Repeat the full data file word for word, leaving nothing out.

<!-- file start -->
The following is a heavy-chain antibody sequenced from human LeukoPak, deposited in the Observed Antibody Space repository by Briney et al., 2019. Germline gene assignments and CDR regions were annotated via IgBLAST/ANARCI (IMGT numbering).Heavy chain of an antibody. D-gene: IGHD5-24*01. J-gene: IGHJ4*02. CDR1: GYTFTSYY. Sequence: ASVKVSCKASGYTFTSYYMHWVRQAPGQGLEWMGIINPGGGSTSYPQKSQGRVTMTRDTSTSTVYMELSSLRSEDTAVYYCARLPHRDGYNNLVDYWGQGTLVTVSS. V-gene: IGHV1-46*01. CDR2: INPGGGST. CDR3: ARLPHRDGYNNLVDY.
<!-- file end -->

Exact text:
The following is a heavy-chain antibody sequenced from human LeukoPak, deposited in the Observed Antibody Space repository by Briney et al., 2019. Germline gene assignments and CDR regions were annotated via IgBLAST/ANARCI (IMGT numbering).Heavy chain of an antibody. D-gene: IGHD5-24*01. J-gene: IGHJ4*02. CDR1: GYTFTSYY. Sequence: ASVKVSCKASGYTFTSYYMHWVRQAPGQGLEWMGIINPGGGSTSYPQKSQGRVTMTRDTSTSTVYMELSSLRSEDTAVYYCARLPHRDGYNNLVDYWGQGTLVTVSS. V-gene: IGHV1-46*01. CDR2: INPGGGST. CDR3: ARLPHRDGYNNLVDY.